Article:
Oracle OpenWorld 2012

Colin Beasty Written by

Oracle OpenWorld 2012 was Advanced Systems Concepts first time exhibiting at this long-standing industry event and the first time many Oracle attendees had the opportunity to view ActiveBatch up close. We spoke with a diverse range of IT professionals, ranging from DBAs to application architects to developers. But if there was a common theme amongst everybody, they saw the value in a more robust automation solution, whether they were looking to automate strictly Oracle processes, or integrate and automate those same processes across other, non-Oracle applications and technologies.

  • Lots of interesting conversations with application architects and business developers regarding Oracle E-Business Suite (EBS) and PeopleSoft. Many of these attendees are using Concurrent Manager and Process Scheduler to schedule and execute processes within these respective applications, but instantly see the value in having an enterprise workload automation platform that adds more advanced date/time scheduling, and more importantly, an event automation framework to allow them to trigger processes based on common IT events, such as an email, an FTP, an Oracle database trigger, or others.

  • Like most enterprise applications, Oracle EBS’ and PeopleSoft’s native schedulers are simply limited to scheduling only EBS or PeopleSoft processes. Oracle attendees, looking to pass data and manage dependencies between Oracle applications and other technologies, liked the idea of a “single point of control” through which to build and manage these workflows. Other applications attendees commonly mentioned included JD Edwards, Hyperion, Informatica and SAP.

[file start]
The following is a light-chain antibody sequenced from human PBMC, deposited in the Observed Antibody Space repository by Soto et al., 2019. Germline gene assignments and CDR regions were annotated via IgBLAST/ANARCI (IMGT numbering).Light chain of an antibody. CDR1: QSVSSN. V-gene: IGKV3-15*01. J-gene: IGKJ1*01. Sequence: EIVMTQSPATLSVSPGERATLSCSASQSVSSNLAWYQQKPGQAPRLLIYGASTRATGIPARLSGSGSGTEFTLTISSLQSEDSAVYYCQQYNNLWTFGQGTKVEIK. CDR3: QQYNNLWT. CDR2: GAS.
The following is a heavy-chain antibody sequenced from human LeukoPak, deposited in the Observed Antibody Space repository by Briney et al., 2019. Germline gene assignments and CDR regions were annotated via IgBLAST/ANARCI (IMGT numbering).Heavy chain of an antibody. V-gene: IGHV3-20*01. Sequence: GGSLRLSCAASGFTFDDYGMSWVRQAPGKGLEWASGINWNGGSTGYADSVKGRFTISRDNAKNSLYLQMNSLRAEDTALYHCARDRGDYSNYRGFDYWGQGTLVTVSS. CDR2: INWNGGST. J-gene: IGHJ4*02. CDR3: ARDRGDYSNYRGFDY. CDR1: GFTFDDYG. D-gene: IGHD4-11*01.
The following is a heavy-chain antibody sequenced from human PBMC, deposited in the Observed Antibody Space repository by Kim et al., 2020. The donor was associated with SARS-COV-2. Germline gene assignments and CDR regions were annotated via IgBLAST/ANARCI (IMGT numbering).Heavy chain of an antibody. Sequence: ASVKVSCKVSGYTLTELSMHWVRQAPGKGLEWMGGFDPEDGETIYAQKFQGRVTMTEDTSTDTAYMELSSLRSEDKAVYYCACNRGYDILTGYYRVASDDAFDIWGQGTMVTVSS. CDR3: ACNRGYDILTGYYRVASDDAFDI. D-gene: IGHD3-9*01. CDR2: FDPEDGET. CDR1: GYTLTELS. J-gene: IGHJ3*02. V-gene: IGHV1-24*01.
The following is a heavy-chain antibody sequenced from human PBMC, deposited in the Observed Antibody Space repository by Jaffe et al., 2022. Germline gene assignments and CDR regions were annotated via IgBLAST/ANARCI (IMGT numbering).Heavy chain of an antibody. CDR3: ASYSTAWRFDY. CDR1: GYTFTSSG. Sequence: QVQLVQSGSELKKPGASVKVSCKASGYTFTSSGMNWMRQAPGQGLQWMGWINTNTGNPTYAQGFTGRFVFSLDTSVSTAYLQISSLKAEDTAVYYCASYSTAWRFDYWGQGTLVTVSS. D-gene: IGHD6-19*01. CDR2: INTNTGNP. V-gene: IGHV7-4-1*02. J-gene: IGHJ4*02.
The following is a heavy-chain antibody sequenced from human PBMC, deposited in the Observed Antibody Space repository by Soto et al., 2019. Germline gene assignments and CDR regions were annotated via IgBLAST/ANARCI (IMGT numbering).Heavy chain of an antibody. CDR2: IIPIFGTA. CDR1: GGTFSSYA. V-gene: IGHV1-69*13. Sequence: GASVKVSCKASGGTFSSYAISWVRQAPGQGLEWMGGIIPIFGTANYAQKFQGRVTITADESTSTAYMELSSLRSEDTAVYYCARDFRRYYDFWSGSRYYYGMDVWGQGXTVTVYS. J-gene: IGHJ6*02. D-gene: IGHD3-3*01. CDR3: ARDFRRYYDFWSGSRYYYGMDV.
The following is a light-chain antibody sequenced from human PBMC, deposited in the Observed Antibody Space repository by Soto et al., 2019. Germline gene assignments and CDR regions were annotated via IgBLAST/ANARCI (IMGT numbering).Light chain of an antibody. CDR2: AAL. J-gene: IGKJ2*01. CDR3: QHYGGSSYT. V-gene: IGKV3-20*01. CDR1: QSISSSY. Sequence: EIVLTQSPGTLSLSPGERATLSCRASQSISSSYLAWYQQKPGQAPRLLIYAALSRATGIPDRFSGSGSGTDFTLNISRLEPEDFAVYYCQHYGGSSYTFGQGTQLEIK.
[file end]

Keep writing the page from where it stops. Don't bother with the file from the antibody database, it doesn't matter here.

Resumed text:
• The ability to extend the “reach” of a workload automation solution by supporting technologies such as WCF LOB adapters, Web Services and Oracle Stored Procedures was a popular topic with attendees. Today, IT operational and business processes span everything from legacy applications to newer, standard-based systems built upon SOA or Web Services. The ability to integrate these application processes within end-to-end workflows was a common talking point, and they liked ActiveBatch’s ability to be able to “consume” a Web Service, LOB Adapter or Stored Procedure and manage their execution within ActiveBatch workflows, all without he need to use custom scripting.

  • For example, a number of attendees liked the fact that ActiveBatch could call upon an Oracle Stored Procedure and map those functions as reusable job steps within the Integrated Jobs Library; all by simply specifying a database connection. Moreover, the ability to use output data passed back from that called method as an execution variable for downstream job steps was equally well received.

  • Lastly, just because we were at an Oracle show didn’t mean we didn’t hear lots about Microsoft, particularly around IT administrative-type processes. The ability for system administrators to automate many of the administrative processes that consume their time, such as the creation of SharePoint Users and Groups or administer Active Directory Objects, Users and Groups resonated with many. 

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